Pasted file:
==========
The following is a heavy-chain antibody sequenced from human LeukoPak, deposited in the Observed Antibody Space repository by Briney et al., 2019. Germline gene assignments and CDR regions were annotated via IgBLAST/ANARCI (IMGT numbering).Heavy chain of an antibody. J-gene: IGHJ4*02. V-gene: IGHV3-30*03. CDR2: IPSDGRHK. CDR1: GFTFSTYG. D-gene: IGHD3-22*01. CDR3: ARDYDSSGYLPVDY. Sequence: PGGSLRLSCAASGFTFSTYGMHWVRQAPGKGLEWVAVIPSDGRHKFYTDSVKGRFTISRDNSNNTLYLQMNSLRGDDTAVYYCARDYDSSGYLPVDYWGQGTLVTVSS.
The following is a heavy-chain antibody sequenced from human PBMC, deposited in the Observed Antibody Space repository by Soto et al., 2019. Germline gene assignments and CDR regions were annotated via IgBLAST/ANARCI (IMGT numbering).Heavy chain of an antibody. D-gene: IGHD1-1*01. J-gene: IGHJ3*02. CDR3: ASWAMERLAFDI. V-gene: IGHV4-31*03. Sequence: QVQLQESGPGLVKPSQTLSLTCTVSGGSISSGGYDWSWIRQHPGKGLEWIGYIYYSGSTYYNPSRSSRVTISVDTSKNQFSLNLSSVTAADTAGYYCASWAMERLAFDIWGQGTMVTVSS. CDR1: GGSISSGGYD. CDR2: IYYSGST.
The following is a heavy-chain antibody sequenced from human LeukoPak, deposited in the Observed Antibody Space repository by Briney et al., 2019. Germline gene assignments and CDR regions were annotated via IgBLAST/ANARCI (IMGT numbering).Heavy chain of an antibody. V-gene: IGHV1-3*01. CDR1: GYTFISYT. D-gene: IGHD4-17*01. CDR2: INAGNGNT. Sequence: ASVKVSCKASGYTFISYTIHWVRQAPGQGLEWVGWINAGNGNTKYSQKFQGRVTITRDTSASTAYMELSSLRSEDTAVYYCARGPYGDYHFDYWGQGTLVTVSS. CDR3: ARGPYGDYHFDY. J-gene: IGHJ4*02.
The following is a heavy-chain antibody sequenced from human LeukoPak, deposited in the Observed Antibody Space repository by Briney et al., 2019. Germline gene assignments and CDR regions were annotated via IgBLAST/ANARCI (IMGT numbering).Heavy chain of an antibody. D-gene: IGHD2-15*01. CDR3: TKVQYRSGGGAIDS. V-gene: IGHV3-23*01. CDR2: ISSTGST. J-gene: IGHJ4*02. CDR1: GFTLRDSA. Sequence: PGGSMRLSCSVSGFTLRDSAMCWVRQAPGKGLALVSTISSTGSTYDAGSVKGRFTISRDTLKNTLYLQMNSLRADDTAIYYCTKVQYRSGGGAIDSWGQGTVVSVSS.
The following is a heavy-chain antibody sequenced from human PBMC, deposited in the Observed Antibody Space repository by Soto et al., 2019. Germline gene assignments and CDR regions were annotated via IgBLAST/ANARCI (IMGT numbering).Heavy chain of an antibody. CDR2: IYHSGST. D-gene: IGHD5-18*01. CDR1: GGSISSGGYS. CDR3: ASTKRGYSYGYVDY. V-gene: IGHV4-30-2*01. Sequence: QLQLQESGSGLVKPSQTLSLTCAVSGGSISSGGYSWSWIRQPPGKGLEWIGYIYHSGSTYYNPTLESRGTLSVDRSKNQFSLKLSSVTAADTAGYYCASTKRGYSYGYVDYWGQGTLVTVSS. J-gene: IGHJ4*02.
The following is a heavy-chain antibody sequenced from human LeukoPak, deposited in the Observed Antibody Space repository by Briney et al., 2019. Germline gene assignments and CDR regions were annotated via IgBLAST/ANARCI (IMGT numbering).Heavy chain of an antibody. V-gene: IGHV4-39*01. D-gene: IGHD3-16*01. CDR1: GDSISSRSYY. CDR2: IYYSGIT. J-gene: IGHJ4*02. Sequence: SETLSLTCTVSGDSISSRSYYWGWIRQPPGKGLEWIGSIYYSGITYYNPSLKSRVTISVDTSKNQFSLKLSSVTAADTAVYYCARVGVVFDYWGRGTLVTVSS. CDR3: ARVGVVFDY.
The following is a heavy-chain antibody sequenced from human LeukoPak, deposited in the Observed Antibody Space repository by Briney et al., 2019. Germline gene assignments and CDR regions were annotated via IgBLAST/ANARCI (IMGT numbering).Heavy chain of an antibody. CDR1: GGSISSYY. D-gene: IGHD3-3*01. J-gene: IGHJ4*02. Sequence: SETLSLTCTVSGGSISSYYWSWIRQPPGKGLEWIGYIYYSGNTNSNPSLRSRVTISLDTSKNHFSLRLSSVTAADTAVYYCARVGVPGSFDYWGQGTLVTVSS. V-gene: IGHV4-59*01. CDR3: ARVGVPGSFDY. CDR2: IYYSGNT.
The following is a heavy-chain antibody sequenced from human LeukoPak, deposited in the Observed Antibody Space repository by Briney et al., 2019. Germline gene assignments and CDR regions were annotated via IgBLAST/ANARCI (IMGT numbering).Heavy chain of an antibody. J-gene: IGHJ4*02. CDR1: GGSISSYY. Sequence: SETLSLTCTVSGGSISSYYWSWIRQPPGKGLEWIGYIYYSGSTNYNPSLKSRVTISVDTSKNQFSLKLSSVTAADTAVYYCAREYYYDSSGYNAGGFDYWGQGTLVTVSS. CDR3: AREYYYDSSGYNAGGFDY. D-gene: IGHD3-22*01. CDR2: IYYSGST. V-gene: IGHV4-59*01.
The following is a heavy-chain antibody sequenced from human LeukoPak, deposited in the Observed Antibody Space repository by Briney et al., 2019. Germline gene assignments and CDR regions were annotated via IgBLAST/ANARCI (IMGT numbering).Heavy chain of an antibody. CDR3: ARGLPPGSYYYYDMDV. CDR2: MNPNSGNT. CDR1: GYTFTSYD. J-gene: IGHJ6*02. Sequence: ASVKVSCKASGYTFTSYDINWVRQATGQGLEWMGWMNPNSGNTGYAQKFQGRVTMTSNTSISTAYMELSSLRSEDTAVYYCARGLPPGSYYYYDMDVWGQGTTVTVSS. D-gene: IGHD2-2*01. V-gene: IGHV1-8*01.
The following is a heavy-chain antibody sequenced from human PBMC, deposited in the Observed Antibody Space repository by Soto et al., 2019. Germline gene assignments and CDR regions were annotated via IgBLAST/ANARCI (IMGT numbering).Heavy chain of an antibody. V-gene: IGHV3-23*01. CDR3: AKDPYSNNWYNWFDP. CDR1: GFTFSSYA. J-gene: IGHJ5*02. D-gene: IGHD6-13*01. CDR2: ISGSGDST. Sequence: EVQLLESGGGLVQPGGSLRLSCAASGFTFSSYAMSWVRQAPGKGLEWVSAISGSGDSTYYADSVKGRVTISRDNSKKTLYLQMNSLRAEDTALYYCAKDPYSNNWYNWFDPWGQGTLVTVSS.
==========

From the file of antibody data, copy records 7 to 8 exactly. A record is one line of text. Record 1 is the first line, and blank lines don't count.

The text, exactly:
The following is a heavy-chain antibody sequenced from human LeukoPak, deposited in the Observed Antibody Space repository by Briney et al., 2019. Germline gene assignments and CDR regions were annotated via IgBLAST/ANARCI (IMGT numbering).Heavy chain of an antibody. CDR1: GGSISSYY. D-gene: IGHD3-3*01. J-gene: IGHJ4*02. Sequence: SETLSLTCTVSGGSISSYYWSWIRQPPGKGLEWIGYIYYSGNTNSNPSLRSRVTISLDTSKNHFSLRLSSVTAADTAVYYCARVGVPGSFDYWGQGTLVTVSS. V-gene: IGHV4-59*01. CDR3: ARVGVPGSFDY. CDR2: IYYSGNT.
The following is a heavy-chain antibody sequenced from human LeukoPak, deposited in the Observed Antibody Space repository by Briney et al., 2019. Germline gene assignments and CDR regions were annotated via IgBLAST/ANARCI (IMGT numbering).Heavy chain of an antibody. J-gene: IGHJ4*02. CDR1: GGSISSYY. Sequence: SETLSLTCTVSGGSISSYYWSWIRQPPGKGLEWIGYIYYSGSTNYNPSLKSRVTISVDTSKNQFSLKLSSVTAADTAVYYCAREYYYDSSGYNAGGFDYWGQGTLVTVSS. CDR3: AREYYYDSSGYNAGGFDY. D-gene: IGHD3-22*01. CDR2: IYYSGST. V-gene: IGHV4-59*01.